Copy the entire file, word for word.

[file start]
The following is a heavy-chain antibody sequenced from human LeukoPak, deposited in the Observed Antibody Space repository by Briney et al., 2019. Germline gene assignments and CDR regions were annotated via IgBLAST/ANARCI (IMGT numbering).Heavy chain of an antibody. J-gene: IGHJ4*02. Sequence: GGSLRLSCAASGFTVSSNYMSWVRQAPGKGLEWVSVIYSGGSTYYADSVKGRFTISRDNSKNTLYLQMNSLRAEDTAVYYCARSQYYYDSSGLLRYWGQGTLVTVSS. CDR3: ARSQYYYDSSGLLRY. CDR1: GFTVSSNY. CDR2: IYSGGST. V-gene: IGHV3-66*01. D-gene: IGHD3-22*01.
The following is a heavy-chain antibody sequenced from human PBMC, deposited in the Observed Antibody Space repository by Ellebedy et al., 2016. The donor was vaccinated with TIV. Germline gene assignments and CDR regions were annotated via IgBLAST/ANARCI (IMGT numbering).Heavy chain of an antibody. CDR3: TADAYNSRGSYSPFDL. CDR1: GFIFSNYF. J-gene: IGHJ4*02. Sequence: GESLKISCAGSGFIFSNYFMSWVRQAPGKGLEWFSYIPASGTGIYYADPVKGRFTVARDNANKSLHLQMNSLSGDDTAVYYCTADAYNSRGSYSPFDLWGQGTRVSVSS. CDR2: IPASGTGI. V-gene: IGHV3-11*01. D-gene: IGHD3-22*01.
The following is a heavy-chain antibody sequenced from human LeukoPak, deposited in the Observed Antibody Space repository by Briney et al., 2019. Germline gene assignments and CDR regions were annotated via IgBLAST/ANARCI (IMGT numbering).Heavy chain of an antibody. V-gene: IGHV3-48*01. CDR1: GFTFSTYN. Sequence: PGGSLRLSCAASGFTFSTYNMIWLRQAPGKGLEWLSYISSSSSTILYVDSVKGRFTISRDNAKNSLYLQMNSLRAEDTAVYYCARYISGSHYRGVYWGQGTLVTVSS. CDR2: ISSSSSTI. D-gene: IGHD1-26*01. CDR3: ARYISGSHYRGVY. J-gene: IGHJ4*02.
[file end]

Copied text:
The following is a heavy-chain antibody sequenced from human LeukoPak, deposited in the Observed Antibody Space repository by Briney et al., 2019. Germline gene assignments and CDR regions were annotated via IgBLAST/ANARCI (IMGT numbering).Heavy chain of an antibody. J-gene: IGHJ4*02. Sequence: GGSLRLSCAASGFTVSSNYMSWVRQAPGKGLEWVSVIYSGGSTYYADSVKGRFTISRDNSKNTLYLQMNSLRAEDTAVYYCARSQYYYDSSGLLRYWGQGTLVTVSS. CDR3: ARSQYYYDSSGLLRY. CDR1: GFTVSSNY. CDR2: IYSGGST. V-gene: IGHV3-66*01. D-gene: IGHD3-22*01.
The following is a heavy-chain antibody sequenced from human PBMC, deposited in the Observed Antibody Space repository by Ellebedy et al., 2016. The donor was vaccinated with TIV. Germline gene assignments and CDR regions were annotated via IgBLAST/ANARCI (IMGT numbering).Heavy chain of an antibody. CDR3: TADAYNSRGSYSPFDL. CDR1: GFIFSNYF. J-gene: IGHJ4*02. Sequence: GESLKISCAGSGFIFSNYFMSWVRQAPGKGLEWFSYIPASGTGIYYADPVKGRFTVARDNANKSLHLQMNSLSGDDTAVYYCTADAYNSRGSYSPFDLWGQGTRVSVSS. CDR2: IPASGTGI. V-gene: IGHV3-11*01. D-gene: IGHD3-22*01.
The following is a heavy-chain antibody sequenced from human LeukoPak, deposited in the Observed Antibody Space repository by Briney et al., 2019. Germline gene assignments and CDR regions were annotated via IgBLAST/ANARCI (IMGT numbering).Heavy chain of an antibody. V-gene: IGHV3-48*01. CDR1: GFTFSTYN. Sequence: PGGSLRLSCAASGFTFSTYNMIWLRQAPGKGLEWLSYISSSSSTILYVDSVKGRFTISRDNAKNSLYLQMNSLRAEDTAVYYCARYISGSHYRGVYWGQGTLVTVSS. CDR2: ISSSSSTI. D-gene: IGHD1-26*01. CDR3: ARYISGSHYRGVY. J-gene: IGHJ4*02.